Managerial Ethics and Corporate Social Responsibility

Managerial Ethics and Corporate Social Responsibility -...

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Managerial Ethics and Corporate Social Responsibility Chapter 5
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Objectives Define ethics and explain how ethical behavior relates to behavior governed by law and free choice Explain the utilitarian, individualism, moral- rights, and justice approaches for evaluating ethical behavior Define corporate social responsibility and how to evaluate it along economic, legal, ethical, and discretionary criteria Describe four corporate responses to social demands Describe structures that managers can use to improve their organizations’ ethics
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What is Managerial Ethics? In a general sense, ethics is the code of moral principles and values that govern the behaviors of a person or group with respect to what is right or wrong. Ethics sets standards as to what is good or bad in conduct and decision making. Ethics can be more clearly understood when compared with behaviors governed by laws and by free choice.
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Three Domains of Human Action The Human Behavior falls into three categories: The Domain of Codified Law , in which values and standards are written into the the legal system and enforceable in the courts The Domain of free choice pertains to behavior about which law has no say and for which an individual or organization enjoys complete freedom.An individual’s choice of religion or a corporation’s choice of the number of dishwashers to manufacture are examples of free choice
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Three Domains of Human Action Between these domains lies the area of ethics. This domain has no specific laws, yet it does have standards of conduct based on shared principles and values about moral conduct that guide an individual or company In the domain of free choice ‘ obedience is strictly to oneself. In the domain of codified law , obedience is to laws prescribed by the legal system In the domain of ethical behavior , obedience is to unenforceable norms and standards about which the individual or company is aware.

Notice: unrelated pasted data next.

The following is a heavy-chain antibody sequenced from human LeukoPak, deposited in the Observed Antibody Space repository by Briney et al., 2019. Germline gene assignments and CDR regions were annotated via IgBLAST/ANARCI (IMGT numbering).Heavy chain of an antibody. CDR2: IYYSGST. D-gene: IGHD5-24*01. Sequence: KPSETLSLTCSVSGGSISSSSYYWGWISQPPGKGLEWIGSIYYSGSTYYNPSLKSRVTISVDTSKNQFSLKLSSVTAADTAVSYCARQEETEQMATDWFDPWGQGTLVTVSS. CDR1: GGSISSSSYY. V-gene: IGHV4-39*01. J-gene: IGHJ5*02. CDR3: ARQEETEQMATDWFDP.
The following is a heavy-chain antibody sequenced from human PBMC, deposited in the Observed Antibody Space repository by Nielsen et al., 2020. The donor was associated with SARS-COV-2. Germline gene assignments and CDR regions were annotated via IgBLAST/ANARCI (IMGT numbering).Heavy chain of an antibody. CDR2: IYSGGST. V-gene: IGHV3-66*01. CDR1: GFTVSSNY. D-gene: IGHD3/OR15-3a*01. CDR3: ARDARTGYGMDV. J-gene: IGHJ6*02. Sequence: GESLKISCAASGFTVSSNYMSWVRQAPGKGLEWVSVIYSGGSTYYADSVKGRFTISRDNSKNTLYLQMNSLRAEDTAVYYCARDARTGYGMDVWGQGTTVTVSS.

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Criteria for Ethical Decision Making The utilitarian approach holds that moral behavior produces the greatest good for the greatest number. Under this approach, a decision maker is expected to consider the effect of each decision alternative on all parties and select the one that optimizes the satisfaction for the greatest number of people
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Utilitarian approach The utilitarian ethic was the basis for the State of Oregon’s decision to extent Medicaid to 400,000 previously ineligible recipients by refusing to pay for high-cost, high-risk procedures such as liver transplants, bone marrow transplants. Although a few people needing these procedures have died because the state would not pay,many people have benefited from medical services they would otherwise have had to go without.
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Criteria for Ethical Decision making The Individualism approach contends that acts are moral when they promote the individual’s best long-term interests. Individual self-direction is paramount, and external forces that restrict self-direction should be severely limited. The action that is intended to produce
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Managerial Ethics and Corporate Social Responsibility -...

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